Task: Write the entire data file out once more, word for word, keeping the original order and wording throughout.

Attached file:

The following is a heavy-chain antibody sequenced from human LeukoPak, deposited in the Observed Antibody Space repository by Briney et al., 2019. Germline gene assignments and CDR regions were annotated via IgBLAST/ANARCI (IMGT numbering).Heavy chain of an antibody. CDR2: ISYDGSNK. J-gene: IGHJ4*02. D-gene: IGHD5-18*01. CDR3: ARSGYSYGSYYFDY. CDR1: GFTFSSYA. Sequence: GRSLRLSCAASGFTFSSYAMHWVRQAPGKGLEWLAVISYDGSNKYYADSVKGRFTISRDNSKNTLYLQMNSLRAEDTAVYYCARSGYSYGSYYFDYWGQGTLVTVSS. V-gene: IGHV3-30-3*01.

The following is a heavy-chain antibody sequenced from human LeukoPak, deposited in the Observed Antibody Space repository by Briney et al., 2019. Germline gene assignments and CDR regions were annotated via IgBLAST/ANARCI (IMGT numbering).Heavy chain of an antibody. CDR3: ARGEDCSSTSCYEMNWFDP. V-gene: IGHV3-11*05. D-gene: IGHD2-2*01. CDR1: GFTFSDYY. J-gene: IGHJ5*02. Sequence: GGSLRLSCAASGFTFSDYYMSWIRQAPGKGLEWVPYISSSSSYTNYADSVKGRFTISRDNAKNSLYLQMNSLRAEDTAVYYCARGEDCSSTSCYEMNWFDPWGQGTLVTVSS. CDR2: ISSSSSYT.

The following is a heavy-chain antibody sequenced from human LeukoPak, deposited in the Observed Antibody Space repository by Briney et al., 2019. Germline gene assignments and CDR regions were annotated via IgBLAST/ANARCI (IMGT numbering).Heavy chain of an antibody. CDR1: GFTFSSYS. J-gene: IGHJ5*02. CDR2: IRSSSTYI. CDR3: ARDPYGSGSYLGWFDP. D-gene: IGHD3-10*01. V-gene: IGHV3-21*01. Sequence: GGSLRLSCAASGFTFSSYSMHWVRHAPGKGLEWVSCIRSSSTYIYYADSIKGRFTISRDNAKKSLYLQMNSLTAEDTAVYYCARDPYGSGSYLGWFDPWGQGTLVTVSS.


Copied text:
The following is a heavy-chain antibody sequenced from human LeukoPak, deposited in the Observed Antibody Space repository by Briney et al., 2019. Germline gene assignments and CDR regions were annotated via IgBLAST/ANARCI (IMGT numbering).Heavy chain of an antibody. CDR2: ISYDGSNK. J-gene: IGHJ4*02. D-gene: IGHD5-18*01. CDR3: ARSGYSYGSYYFDY. CDR1: GFTFSSYA. Sequence: GRSLRLSCAASGFTFSSYAMHWVRQAPGKGLEWLAVISYDGSNKYYADSVKGRFTISRDNSKNTLYLQMNSLRAEDTAVYYCARSGYSYGSYYFDYWGQGTLVTVSS. V-gene: IGHV3-30-3*01.

The following is a heavy-chain antibody sequenced from human LeukoPak, deposited in the Observed Antibody Space repository by Briney et al., 2019. Germline gene assignments and CDR regions were annotated via IgBLAST/ANARCI (IMGT numbering).Heavy chain of an antibody. CDR3: ARGEDCSSTSCYEMNWFDP. V-gene: IGHV3-11*05. D-gene: IGHD2-2*01. CDR1: GFTFSDYY. J-gene: IGHJ5*02. Sequence: GGSLRLSCAASGFTFSDYYMSWIRQAPGKGLEWVPYISSSSSYTNYADSVKGRFTISRDNAKNSLYLQMNSLRAEDTAVYYCARGEDCSSTSCYEMNWFDPWGQGTLVTVSS. CDR2: ISSSSSYT.

The following is a heavy-chain antibody sequenced from human LeukoPak, deposited in the Observed Antibody Space repository by Briney et al., 2019. Germline gene assignments and CDR regions were annotated via IgBLAST/ANARCI (IMGT numbering).Heavy chain of an antibody. CDR1: GFTFSSYS. J-gene: IGHJ5*02. CDR2: IRSSSTYI. CDR3: ARDPYGSGSYLGWFDP. D-gene: IGHD3-10*01. V-gene: IGHV3-21*01. Sequence: GGSLRLSCAASGFTFSSYSMHWVRHAPGKGLEWVSCIRSSSTYIYYADSIKGRFTISRDNAKKSLYLQMNSLTAEDTAVYYCARDPYGSGSYLGWFDPWGQGTLVTVSS.